“We’ve made it very clear that when GSA makes a determination, we will ensure complete, cooperative professional transitions and planning,” Azar said at a briefing. “We follow the guidance. We’re about getting vaccines and therapeutics invented and get the clinical trial data and saving lives here. That’s where our focus is as we go forward with our efforts.”
Azar was referring to a process known as “ascertainment,” a routine recognition by the GSA in the face of a clear presidential victory that would allow the official transition to begin. But although major news networks called the election for Biden nearly two weeks ago, President Donald Trump’s campaign has launched long-shot legal challenges in several states, even though they have little chance of overturning the results.
It’s not clear how widely the instructions were disseminated at the department, and HHS referred a request for comment to the GSA. A spokesperson for the agency described the instructions as routine and said the direction is “given for every transition prior to an ascertainment.”
Biden criticized the Trump administration on Wednesday for not officially declaring him the winner, and warned that vaccine distribution could lag as a result of his transition team not being able to work with the administration.
“Soon, we’re going to be behind by weeks and months being able to put together the whole initiative relating to the biggest promise we have with two drug companies coming along and finding 95% effectiveness, efficiency in the vaccines, which is enormous promise,” he said.
Adm. Brett Giroir, the assistant secretary for health at HHS, told CNN’s Erin Burnett on “OutFront” Wednesday evening that the HHS guidance regarding the Biden transition team is just “the rule” until there’s ascertainment.
“I don’t make the rules,” he said. “We all want to be transparent.”
Giroir added that regardless of the circumstances, “there is going to be no delay in vaccine distribution.”
“I want to assure Americans — and to the degree that I can, assure Biden’s transition team — that we don’t expect any loss of months or weeks or even a day,” he said. “Remember, almost all the people working on these teams are career officials. They are not going to go away.”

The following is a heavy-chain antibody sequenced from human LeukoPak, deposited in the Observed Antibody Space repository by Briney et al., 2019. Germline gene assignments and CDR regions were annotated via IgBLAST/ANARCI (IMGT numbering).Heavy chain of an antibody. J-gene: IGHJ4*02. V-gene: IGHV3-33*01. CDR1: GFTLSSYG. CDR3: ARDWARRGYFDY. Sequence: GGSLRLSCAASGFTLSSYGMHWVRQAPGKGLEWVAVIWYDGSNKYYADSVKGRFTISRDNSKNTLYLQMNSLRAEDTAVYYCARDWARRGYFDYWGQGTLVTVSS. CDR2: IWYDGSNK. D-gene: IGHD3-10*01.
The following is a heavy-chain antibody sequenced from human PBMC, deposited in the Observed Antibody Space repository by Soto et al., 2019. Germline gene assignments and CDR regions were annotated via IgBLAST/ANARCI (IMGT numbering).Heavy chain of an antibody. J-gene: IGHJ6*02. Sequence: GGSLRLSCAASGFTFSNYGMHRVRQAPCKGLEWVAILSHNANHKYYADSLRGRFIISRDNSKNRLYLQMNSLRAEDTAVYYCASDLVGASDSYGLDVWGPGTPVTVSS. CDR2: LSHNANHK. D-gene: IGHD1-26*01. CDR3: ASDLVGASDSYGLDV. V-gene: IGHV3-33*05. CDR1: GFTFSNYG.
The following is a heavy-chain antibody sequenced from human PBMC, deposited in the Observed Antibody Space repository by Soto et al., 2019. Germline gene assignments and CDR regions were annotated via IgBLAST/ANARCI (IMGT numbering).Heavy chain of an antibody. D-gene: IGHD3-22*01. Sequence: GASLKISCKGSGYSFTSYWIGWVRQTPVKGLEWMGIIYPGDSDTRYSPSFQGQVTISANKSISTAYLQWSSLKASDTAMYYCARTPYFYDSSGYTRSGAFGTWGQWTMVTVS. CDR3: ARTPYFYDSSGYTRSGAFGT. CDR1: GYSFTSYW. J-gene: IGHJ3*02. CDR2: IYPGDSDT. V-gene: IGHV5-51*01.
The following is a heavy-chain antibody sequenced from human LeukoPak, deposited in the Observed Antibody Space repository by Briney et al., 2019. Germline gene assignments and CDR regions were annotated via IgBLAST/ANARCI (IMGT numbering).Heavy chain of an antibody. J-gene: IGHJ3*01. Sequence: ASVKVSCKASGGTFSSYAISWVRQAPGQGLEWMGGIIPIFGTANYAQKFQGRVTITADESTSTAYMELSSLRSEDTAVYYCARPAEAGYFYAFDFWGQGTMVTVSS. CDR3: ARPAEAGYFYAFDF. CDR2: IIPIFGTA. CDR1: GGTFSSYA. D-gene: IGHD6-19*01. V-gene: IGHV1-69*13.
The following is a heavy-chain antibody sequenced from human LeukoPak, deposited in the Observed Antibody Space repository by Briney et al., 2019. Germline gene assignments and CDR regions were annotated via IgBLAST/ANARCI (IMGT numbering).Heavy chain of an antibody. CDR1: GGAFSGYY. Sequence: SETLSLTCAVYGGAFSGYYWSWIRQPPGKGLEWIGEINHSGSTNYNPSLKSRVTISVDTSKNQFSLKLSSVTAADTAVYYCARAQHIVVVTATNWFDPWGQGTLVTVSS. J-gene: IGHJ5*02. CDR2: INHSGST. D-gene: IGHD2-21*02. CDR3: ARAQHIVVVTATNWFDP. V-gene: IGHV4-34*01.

Still, some leading health experts, including Dr. Anthony Fauci, have emphasized the need for greater cooperation between the Trump administration and Biden’s team. Co-chairs for the President-elect’s Covid-19 advisory board have stressed that their lack of real-time access to data and information on the supply of therapeutics, testing supplies, personal protective equipment, ventilators, hospital bed capacity or the Strategic National Stockpile is hampering their efforts.
“We haven’t been able to sit down with the Trump administration at all, to be able to understand what plans are already in place, where the gaps are, where help is needed, and how we can make sure there’s a smooth hand-off after January 20, where the bulk of these vaccines will be administered after that date,” Dr. Rick Bright, a member of Biden’s Covid-19 Advisory Board, told CNN’s John Berman on “New Day” Wednesday.
Trump has repeatedly refused to recognize his election loss, even though Biden won by the same margin in the Electoral College that the President did four years ago and handily won the popular vote. Trump’s administration has so far refused to cooperate in other areas, including national security, where Biden has been blocked from receiving intelligence briefings that are customary during a transition.
This story has been updated with comments from HHS official Adm. Brett Giroir.
CNN’s Jacqueline Howard, Paul LeBlanc and Naomi Thomas contributed to this report.